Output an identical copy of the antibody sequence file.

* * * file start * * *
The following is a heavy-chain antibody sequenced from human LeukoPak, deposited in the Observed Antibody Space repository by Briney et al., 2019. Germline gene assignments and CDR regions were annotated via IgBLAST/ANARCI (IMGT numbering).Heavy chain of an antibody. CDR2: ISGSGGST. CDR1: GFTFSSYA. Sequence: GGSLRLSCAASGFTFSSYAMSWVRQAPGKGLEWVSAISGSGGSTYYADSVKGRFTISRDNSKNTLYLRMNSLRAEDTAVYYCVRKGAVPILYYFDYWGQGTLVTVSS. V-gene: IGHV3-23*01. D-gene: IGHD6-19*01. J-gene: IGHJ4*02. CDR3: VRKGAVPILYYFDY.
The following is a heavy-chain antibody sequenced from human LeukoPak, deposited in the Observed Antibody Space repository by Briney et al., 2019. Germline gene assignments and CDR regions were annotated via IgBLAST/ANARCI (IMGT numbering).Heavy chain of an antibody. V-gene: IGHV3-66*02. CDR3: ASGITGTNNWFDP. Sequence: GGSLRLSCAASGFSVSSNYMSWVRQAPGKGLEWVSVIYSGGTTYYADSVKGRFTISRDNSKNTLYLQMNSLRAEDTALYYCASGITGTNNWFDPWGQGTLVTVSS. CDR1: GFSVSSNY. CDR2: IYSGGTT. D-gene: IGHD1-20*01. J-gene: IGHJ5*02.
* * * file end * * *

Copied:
The following is a heavy-chain antibody sequenced from human LeukoPak, deposited in the Observed Antibody Space repository by Briney et al., 2019. Germline gene assignments and CDR regions were annotated via IgBLAST/ANARCI (IMGT numbering).Heavy chain of an antibody. CDR2: ISGSGGST. CDR1: GFTFSSYA. Sequence: GGSLRLSCAASGFTFSSYAMSWVRQAPGKGLEWVSAISGSGGSTYYADSVKGRFTISRDNSKNTLYLRMNSLRAEDTAVYYCVRKGAVPILYYFDYWGQGTLVTVSS. V-gene: IGHV3-23*01. D-gene: IGHD6-19*01. J-gene: IGHJ4*02. CDR3: VRKGAVPILYYFDY.
The following is a heavy-chain antibody sequenced from human LeukoPak, deposited in the Observed Antibody Space repository by Briney et al., 2019. Germline gene assignments and CDR regions were annotated via IgBLAST/ANARCI (IMGT numbering).Heavy chain of an antibody. V-gene: IGHV3-66*02. CDR3: ASGITGTNNWFDP. Sequence: GGSLRLSCAASGFSVSSNYMSWVRQAPGKGLEWVSVIYSGGTTYYADSVKGRFTISRDNSKNTLYLQMNSLRAEDTALYYCASGITGTNNWFDPWGQGTLVTVSS. CDR1: GFSVSSNY. CDR2: IYSGGTT. D-gene: IGHD1-20*01. J-gene: IGHJ5*02.